"What is a workplace?" seems like an easy question, but with technology advancing quickly, it's not as simple as it used to be. Just a few years ago, a workplace usually meant an office, a shop, or a factory. But today, with a laptop and an internet connection, your workplace could be your home, a coffee shop, or anywhere else!
This shift toward remote work has made us think differently about how we work and what support employees may need. This is especially true for people with disabilities, who are protected by laws like the Americans with Disabilities Act (ADA). This law requires employers to make reasonable changes, called "accommodations," to help employees with disabilities do their jobs.
In the past, people often thought of accommodations as physical changes, like adding a ramp for someone who uses a wheelchair. But as more of us work from home, some people are starting to wonder if working remotely might be a reasonable accommodation too.
This is a big change. Not long ago, courts didn't think that working from home was a reasonable accommodation. A case from 1995, Vande Zande v. Wisconsin Department of Administration, helped set this rule. In that case, a worker asked to work from home while she recovered from a medical condition, but the court decided that this wasn't a reasonable accommodation under the ADA. The Court said “no jury could in our view be permitted to stretch the concept of reasonable accommodation so far” as to include telework.
However, even before the pandemic made many of us work from home, courts began to reconsider this idea. For instance, in a case called EEOC v. Ford Motor Co., the court said that the word "attendance" at work didn't always mean being physically present, thanks to technology like cellphones and email. And when the COVID-19 pandemic hit, more people began working from home, making this idea even more common.
In fact, the Equal Employment Opportunity Commission (EEOC) has said that if an employer let employees work from home during the pandemic, that might mean that working from home is a reasonable accommodation under the ADA. A recent case, Mobley v. St. Luke's Health System, Inc., shows how courts are thinking about this issue. In that case, the court said that working from home might be a reasonable accommodation, especially for an employee who had already been working from home successfully.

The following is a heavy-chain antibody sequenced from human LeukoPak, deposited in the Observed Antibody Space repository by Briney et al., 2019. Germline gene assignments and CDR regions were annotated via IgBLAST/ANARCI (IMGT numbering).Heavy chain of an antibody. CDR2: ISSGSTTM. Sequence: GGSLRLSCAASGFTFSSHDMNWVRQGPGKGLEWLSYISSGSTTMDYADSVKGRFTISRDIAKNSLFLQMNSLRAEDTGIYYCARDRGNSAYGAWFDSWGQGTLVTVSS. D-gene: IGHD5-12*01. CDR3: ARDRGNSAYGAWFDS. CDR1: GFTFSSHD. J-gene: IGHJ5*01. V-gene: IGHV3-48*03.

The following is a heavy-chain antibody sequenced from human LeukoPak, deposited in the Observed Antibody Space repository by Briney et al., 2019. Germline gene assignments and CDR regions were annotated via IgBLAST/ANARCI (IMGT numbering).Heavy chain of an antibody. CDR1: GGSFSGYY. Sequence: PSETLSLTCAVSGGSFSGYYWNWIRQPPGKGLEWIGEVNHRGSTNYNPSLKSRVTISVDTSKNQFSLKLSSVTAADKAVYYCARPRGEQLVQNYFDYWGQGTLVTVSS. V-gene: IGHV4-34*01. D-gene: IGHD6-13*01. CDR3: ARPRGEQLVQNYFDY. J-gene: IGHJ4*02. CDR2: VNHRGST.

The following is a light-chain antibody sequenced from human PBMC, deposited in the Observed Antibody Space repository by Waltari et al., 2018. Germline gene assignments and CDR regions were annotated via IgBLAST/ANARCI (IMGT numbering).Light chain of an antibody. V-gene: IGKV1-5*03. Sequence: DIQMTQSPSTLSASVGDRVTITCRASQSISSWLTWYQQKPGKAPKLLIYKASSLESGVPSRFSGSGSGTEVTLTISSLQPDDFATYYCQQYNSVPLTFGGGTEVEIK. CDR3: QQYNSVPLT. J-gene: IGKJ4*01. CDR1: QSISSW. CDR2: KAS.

But each case is unique, and what works for one person might not work for another. This is why it's crucial to talk with an experienced attorney if you think you need an accommodation to do your job. An attorney can help you understand how the law might apply to your situation. At Community Law Office, we’re experts in workplace accommodations under the ADA. If you feel you need an accommodation or have already been denied an accommodation, reach out at (319) 200-7050 to discuss your options.
As technology changes and more people work from home, the law is changing too. This can affect both workers and employers, and it's crucial to stay informed about these changes. The future of work is changing, and so are our ideas about what a reasonable accommodation might look like. The law must keep up with these changes, and so must we.
(Note: This blog post is for informational purposes only and does not constitute legal advice.)